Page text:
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How to Beat Shabalov Print E-mail
By Elizabeth Vicary   
August 7, 2008
GM Alexander Shabalov. Photo Betsy Dynako
There’s an old Russian joke: What’s the easiest way to beat Alex Shabalov?
Answer: Play him in the first round!*

Like all good jokes, it’s half true: Alex has lost round one in three of the seven major tournaments he’s played in 2008 (losing in the World Open, US Championship, and Foxwoods; winning in Chicago, Sturbridge, the Liberty Bell, and the Edmonton International). He almost made it 4-4 yesterday at the US Open, losing a queen for rook and bishop against expert Alvero Blanco. Technically this was round two, but it was the first game for Shabalov, who came directly from the Edmonton International (July 31-Aug 4) and consequently had to take a half point bye in round one. He won clear second in Edmonton, with wins over GMs Jesse Kraai, Surya Ganguly, and Josh Friedel.

*Coincidentally, I met Alex 15 years ago when we were paired in the first round of the US Open. Surprisingly, he beat me.

Let’s take a look at a few of Alex’s first round debacles. The notes to the Blanco game are based on his comments. Many thanks to him for being such an incredibly good sport in his help with this article. Also note that losing the first game is not necessarily the end of the world- Alex came back from his loss to Williams in Foxwoods to take first place.


1.Nf3 d5 2.e3

"I don't know what he wants!?"
2...e6 3.c4
 "I was going to play a Stonewall, but I have to wait until he plays d4 to play ...f5; otherwise he can play d3 and e4."
 3...c6 4.b3 Nf6 5.Bb2 Nbd7 6.Qc2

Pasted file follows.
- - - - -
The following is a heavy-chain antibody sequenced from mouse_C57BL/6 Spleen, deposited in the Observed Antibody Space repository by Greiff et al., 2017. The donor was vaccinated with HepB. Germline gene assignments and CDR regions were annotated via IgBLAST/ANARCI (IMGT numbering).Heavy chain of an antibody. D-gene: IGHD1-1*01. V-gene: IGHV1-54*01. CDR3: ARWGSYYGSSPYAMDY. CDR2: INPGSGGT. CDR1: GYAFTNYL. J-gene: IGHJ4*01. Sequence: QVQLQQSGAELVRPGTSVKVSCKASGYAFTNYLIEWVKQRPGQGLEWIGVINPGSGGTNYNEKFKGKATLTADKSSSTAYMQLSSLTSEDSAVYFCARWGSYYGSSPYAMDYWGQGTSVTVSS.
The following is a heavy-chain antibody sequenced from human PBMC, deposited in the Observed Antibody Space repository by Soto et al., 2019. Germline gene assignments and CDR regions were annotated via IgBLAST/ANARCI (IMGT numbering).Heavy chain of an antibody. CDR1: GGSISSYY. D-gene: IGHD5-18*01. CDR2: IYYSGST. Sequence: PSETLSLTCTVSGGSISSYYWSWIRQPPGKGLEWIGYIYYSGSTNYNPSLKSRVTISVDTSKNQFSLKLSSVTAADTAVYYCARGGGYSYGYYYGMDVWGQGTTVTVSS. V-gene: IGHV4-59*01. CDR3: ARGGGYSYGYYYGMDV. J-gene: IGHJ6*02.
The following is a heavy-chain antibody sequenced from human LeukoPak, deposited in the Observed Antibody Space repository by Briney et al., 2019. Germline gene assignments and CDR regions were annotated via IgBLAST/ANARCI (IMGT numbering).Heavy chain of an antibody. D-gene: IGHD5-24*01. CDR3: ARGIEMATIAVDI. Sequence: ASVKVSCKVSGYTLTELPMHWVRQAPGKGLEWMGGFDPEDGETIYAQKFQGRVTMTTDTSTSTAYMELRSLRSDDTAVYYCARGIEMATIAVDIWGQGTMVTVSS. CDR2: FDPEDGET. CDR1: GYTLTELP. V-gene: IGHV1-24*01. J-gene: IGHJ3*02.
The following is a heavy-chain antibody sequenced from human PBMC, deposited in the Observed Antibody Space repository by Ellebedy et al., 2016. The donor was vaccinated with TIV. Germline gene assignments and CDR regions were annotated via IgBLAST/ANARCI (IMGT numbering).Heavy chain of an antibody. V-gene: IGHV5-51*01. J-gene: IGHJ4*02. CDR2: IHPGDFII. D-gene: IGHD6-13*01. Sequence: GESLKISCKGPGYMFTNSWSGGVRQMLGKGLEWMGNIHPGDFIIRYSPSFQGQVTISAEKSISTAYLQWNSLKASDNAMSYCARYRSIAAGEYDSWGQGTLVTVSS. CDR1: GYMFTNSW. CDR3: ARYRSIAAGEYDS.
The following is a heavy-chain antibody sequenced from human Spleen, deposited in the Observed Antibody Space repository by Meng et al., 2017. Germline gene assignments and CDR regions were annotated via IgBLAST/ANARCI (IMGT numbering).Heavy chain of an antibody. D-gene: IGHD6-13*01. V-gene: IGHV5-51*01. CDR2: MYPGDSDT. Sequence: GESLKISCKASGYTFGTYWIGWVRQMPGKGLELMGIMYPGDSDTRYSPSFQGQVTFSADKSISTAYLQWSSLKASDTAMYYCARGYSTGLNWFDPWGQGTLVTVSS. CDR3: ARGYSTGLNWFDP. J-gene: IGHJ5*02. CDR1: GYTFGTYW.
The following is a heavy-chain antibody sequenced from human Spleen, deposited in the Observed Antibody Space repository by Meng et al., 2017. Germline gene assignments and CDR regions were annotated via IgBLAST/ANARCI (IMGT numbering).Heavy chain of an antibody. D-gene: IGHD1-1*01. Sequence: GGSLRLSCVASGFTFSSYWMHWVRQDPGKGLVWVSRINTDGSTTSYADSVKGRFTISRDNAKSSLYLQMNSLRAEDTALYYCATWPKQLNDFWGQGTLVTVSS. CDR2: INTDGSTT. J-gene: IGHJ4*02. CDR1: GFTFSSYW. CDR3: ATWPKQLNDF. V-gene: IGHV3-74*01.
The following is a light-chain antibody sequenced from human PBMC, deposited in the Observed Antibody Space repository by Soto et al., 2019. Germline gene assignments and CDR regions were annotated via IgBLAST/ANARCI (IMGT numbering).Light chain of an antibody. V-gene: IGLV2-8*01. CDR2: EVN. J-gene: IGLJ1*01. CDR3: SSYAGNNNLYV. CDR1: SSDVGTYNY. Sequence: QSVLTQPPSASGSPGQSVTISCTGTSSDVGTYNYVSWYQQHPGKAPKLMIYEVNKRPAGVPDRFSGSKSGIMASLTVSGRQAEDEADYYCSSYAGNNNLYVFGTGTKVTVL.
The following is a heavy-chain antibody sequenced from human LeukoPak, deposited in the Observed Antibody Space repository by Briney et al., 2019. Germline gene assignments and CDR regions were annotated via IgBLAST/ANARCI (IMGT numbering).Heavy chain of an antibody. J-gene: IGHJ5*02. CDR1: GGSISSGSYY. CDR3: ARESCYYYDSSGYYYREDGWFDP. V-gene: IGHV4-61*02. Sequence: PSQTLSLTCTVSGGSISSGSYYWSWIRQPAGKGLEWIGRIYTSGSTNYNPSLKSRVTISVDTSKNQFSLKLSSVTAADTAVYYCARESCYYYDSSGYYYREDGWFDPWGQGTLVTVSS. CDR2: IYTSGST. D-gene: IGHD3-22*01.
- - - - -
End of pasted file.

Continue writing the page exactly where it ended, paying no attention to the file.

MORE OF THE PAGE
"He's waiting until I play Bd6 to play g4, so I'm trying to find other useful moves."
6...a6 7.Be2 Bd6
 "I'm out of useful moves."
8.g4 0–0 9.g5 Ne8
Maybe 9...Ne4? 10.d4 Qe7 11.Nc3
"He wants to play e4."
11...f5 12.gxf6 Nexf6 13.0–0–0 b5 14.c5 Bc7 15.Bd3 e5
Position after 15...e5

"I'm feeling pretty happy now because I got to play ...e5."
16.dxe5 Nxe5 17.Nxe5 Bxe5 18.f4
"At first, I can't believe this guy, just giving me a pawn. (18...Bxc3 19. Bxc3 Qxe3) But then I realize he wants to play Nd4, and it's great compensation."

"I need the second rank clear for my rook (Ra8-a7)"
19.Ne2 Qxe3+ 20.Kb1 Bg4 21.Rde1 Bxe2 22.Rxe2 Qxf4
"Ok, I take a second pawn; I'm gonna defend this."
 23.Rg1 Ra7 24.Rf2 Qe3 25.Bxf6 Rxf6 26.Rxf6 Qxg1+ 27.Rf1

Position after 27.Rf1

"And what am I gonna do? If just queen back, he takes  on h7 and then mates me."
 27...Qxh2 28.Bxh7+ Qxh7 29.Rf8+ Kxf8 30.Qxh7
Position after 30.Qxh7

"I'm sure this is lost for me. If I make a move like Be5, he's going to check me on f5, then c8, and then he takes the c6 pawn and I can resign. So I find the only move."

 "Now my king gets to c6 in time to defend the pawn."
31.Qxg7+ Kd8 "This is drawn, but he tries to win."
 31...Be5 32.Kc2
32.Qc8 Rc7 33.Qxa6 "He should take the a-pawn right away, and then return the queen to g8. This must be winning. In the game, he takes later and gives me some important tempi to push my g-pawn."
32...a5 33.Qc8 Rc7 34.Qa8 g5 35.Qxa5 g4 36.Qe1

36.Qd2 "I think this move is his last chance to make a draw-- he has more checks from e2."
 36...Ke6 37.a4 bxa4 38.bxa4 g3 39.Qh1 Rg7 40.Qg2 Rh7 41.Kd3 Rh2 42.Qf3 g2 43.Qg4+ Kf6 44.a5

Position after 44.a5

44...Rh3+ 45.Qxh3 g1Q 46.Qc8 Qg7 47.Qd8+ Kf5 48.Qc8+ Kf4 49.a6 Qg3+ 50.Kc2 Qg2+ 51.Kd3 Qf1+ 52.Kd2 Ke4 53.Qe6 Qg2+ 54.Kd1 Qg1+ 55.Kd2 Qh2+ 56.Kd1 Ke3 0–1






I’m having a decent tournament so far: 2/2 (although paired down) and two half-point byes. My game this evening was almost a miniature:

1.e4 e5 2.Nf3 Nc6 3.Bb5 g6

I had prepared against this move two years ago at the US Open in Chicago, and remarkably remembered what I was supposed to do. 4.d4 exd4 5.Bg5 Be7 6.Bxe7 Qxe7 7.Bxc6 dxc6 8.Qxd4 Nf6 9.Nc3 c5 10.Qe3 Bg4 11.e5 Bxf3 12.gxf3 Nh5 13.Nd5 Qd7 14.0–0–0 c6 15.Nf6+ Nxf6 16.exf6+
16.Rxd7 Nxd7 17.e6 Nf6 This was what I saw in the game; it didn't look as good to me as taking the knight.
 16...Qe6 17.Qh6
17.Qxc5 b6 18.Qb4 c5 19.Qa4+ Kf8 20.Qf4 was also really good.
 17...Qxf6 18.Rhe1+ Qe7 19.Rxe7+ Kxe7 20.Qg5+ Ke6 21.Qe3+ Kf6 22.Rd6+ Kg7 23.Qe5+ Kh6 24.Qf6 Rhf8 25.f4 Rae8 26.Rd3 1–0


August - Chess Life Online 2008

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